Tuesday, 12 March 2013

Utility in Emptiness

"If you can empty the mind, be unhurried and loose, and completely lose the world, then you are one who trusts to things and follows the times." - Bodhidharma, Record I: the Method for Quieting MindThe Bodhidharma Anthology: The earliest records of zen, (Jeffrey L. Broughton, 1999), p30.
"Thirty spokes converge on a hub, but it's the emptiness that makes a wheel work, pots are fashioned from clay, but it's the hollow that make a pot work, windows and doors are carved for a house, but it's the spaces that make a house work, existence makes something useful, but nonexistence makes it work." - Daoist Sage LaoZi (~5th Century BC), DaoDeJing.
"You should not lose your self‑sufficient state of mind. This does not mean a closed mind, but actually an empty mind and a ready mind. If your mind is empty, it is always ready for anything; it is open to everything." - Japanese Soto Zen teacher Shunryu Suzuki, Zen Mind, Beginner's Mind (1995), p21
"Empty this boat, monk! Empty it will travel quickly.  Having cut off passion and hatred, you will approach the Nirvana." - The Buddha, Dhammapada, Verse 369. 
"Midnight. No waves,
no wind, the empty boat
is flooded with moonlight."
- Japanese 'Soto Zen' Founder Master Eihei Dogen, in Mindfulness teacher Dr. Jon Kabat-Zinn's book  Wherever You Go, There You Are (2004), p232.

In his book Full Catastrophe Living (2005), the founder of Mindfulness-Based Stress Reduction (MBSR), Dr. Jon Kabat-Zinn, states the following, p263:
"Nowadays it is fashionable to use the word burnout to describe a... state of near or total psychological exhaustion with an accompanying loss of drive and enthusiasm for the details of your life. What used to give you pleasure no longer does. The person experiencing burnout feels alienated from work, family, and friends; nothing seems meaningful anymore."
This burnout can easily occur in our modern busy lives, as we take on more than we can healthily handle - often filling our time with distractions so that we do not have to notice or think about the problems we are creating for ourselves. As Kabat-Zinn writes in Full Catastrophe Living, p258:
"Instead of facing up to your problems, you can run around like crazy doing good things until your life is overflowing with commitments and obligations and you can't possibly make time for yourself."
This overflow of commitments means that we leave little, if any, space for new healthier activities, and we are less available to any new important matters.

When we reach burnout, we are like a boat that has filled with water - we become useless to ourselves and everyone around us. Even though we may have noble intentions as we sit in our metaphorical boats of our lives, we can be so frantically busy trying to put everything in order - bail out the water filling up the vessel - that we can cause the boat to rock all over the place and take in more water than can be bailed - until it eventually sinks.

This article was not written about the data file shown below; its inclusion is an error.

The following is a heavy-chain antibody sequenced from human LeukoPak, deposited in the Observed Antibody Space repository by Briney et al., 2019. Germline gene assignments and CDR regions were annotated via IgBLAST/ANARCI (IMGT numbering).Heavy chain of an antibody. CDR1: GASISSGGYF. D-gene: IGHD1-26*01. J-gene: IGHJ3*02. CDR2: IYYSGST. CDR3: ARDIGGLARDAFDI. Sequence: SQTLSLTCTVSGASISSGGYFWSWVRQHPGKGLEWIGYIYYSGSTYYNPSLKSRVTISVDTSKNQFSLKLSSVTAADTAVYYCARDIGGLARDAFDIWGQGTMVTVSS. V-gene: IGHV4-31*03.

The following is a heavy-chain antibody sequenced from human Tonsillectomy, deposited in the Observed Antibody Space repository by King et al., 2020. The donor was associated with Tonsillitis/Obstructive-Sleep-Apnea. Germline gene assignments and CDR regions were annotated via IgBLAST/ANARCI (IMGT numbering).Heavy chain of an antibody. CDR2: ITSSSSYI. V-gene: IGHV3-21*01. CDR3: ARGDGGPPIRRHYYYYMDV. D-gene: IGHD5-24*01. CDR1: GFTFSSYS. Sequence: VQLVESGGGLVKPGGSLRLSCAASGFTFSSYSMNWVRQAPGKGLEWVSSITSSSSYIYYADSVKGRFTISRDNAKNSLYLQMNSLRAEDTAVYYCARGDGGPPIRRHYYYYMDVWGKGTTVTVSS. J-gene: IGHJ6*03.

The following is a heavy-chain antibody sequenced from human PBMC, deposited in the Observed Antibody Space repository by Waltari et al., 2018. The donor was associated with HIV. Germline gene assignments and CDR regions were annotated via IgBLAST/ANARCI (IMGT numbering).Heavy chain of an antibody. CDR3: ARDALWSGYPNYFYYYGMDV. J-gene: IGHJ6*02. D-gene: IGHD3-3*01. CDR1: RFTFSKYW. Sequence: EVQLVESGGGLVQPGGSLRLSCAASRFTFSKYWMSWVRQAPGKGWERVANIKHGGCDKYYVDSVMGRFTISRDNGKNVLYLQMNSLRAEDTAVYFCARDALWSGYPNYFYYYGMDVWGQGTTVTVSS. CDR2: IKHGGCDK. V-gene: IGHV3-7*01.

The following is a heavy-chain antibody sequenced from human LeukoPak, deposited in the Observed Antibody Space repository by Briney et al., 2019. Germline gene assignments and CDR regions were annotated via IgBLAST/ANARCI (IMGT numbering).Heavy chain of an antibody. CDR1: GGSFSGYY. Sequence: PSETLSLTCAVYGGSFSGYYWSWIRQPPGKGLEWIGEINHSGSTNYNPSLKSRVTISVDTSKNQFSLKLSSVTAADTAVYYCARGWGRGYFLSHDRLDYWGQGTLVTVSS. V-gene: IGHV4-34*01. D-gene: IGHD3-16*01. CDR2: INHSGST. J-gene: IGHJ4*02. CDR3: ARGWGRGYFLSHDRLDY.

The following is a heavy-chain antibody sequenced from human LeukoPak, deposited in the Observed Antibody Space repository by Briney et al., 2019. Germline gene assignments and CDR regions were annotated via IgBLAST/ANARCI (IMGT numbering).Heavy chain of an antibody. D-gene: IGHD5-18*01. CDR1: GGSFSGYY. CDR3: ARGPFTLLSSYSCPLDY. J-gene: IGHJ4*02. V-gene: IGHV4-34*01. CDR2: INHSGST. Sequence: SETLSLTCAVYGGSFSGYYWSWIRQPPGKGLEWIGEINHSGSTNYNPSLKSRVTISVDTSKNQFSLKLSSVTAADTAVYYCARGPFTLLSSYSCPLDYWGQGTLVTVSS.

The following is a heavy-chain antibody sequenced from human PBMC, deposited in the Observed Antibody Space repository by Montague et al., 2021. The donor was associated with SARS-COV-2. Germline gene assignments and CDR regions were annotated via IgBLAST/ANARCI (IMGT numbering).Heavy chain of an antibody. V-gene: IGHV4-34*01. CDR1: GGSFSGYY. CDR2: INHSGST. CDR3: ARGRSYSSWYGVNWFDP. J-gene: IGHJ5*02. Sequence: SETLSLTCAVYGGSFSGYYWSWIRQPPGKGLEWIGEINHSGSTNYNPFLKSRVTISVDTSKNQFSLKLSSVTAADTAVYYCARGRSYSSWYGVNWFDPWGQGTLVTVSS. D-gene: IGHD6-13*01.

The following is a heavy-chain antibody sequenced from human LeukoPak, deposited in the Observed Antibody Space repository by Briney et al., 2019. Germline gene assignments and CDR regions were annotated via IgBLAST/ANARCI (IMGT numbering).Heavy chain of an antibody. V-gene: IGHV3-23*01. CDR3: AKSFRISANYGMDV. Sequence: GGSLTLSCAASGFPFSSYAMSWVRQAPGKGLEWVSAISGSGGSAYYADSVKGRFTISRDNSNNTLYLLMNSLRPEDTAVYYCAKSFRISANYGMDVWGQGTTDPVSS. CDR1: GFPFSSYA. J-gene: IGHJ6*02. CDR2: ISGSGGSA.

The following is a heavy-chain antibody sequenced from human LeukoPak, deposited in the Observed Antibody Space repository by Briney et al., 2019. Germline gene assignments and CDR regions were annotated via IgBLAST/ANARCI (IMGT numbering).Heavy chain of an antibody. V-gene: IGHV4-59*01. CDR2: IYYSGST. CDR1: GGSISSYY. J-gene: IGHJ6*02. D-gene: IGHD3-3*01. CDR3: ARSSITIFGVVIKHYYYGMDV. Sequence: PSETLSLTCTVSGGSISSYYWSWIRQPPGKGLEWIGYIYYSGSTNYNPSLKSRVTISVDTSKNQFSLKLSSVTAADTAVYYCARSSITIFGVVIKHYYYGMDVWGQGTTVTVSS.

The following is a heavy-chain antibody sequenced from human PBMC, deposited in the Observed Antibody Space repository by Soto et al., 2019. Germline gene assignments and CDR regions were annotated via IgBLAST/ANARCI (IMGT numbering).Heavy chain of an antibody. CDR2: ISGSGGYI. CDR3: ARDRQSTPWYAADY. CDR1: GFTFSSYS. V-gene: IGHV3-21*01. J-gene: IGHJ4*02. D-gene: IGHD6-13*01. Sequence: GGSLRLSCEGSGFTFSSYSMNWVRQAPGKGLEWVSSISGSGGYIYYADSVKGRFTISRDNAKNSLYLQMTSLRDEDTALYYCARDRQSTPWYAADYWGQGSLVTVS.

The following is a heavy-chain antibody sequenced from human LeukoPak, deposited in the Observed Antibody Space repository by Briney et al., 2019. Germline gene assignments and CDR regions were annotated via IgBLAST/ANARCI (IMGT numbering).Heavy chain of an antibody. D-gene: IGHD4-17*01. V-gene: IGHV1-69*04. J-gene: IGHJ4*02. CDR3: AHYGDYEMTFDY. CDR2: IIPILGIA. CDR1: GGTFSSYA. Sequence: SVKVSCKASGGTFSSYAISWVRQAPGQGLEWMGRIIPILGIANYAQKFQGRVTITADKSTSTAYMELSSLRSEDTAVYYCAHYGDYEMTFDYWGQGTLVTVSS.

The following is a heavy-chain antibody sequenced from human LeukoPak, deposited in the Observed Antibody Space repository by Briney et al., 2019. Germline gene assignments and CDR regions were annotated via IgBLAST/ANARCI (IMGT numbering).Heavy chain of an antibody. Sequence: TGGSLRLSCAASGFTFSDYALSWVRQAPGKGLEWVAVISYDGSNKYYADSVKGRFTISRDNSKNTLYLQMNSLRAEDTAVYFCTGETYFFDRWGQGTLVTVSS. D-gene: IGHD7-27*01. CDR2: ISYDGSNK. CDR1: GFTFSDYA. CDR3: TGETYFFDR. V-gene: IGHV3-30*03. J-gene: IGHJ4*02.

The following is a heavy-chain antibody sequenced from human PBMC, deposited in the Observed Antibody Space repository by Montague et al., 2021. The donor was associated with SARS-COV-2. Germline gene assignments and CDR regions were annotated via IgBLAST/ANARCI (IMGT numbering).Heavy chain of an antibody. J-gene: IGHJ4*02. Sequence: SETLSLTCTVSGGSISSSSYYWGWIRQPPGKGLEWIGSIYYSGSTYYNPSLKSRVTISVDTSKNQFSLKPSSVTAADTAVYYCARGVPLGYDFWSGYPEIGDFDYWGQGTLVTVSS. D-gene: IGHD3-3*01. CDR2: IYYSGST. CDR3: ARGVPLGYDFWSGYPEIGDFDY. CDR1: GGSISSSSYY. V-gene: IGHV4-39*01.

Not only do we burn out, we also tend to beat ourselves up for burning out. In these situations; just like at any time when we fail - we can tell ourselves over and over again how useless we are. In The Mindful Way Through Depression (2007), Kabat-Zinn says the following of this self-abuse, p24:
"Imagine what effect it would have on you if someone stood behind you all day telling you how useless you were when you were trying desperately to cope with a difficult experience. Now imagine how much worse it would be if the criticism and harsh judgment came from inside your own mind. No wonder it seems so real - after all, who knows us better than ourselves ? These thoughts can trap us, turning a small sadness into a tangled web of brooding preoccupation."
In order to deal with the over-subscription which leads to burnout, and the uselessness one can feel when one fails to meet one's responsibilities, mindfulness teachers have referred to the pursuit of 'emptying oneself' and witnessing the 'emptiness of one's existence' in order that one need not run away from the truth of our human condition, or react emotionally to negative thoughts.

One of the most famous classic zen stories regarding emptying the mind is portrayed in the book Zen Flesh, Zen Bones (1998) by Paul Reps and Nyogen Senzaki, and goes as follows, p19:
"Nan-in, a Japanese master during the Meiji era (1868-1912), received a university professor who came to inquire about Zen. Nan-in served tea. He poured his visitor's cup full, and then kept on pouring. The professor watched the overflow until he no longer could restrain himself. "It is overfull. No more will go in!". "Like this cup," Nan-in said, "you are full of your own opinions and speculations. How can I show you Zen unless you first empty your cup?"
If we do not open and empty our minds we have very little space to take on new knowledge - especially when that knowledge is not something which can be passed on through words - knowledge which, like how to balance on one leg, requires direct experience beyond conceptual manipulation.

In order to open ourselves to experiencing a new perspective beyond conceptual description or manipulation, Japanese Soto Zen teacher Shunryu Suzuki says in his book, Zen Mind, Beginner's Mind (1995), that we need to maintain the attitude of a  beginner - to never settle on some conceptual grasp of what is true - to be empty of the dualistic thoughts of right and wrong, p13-14: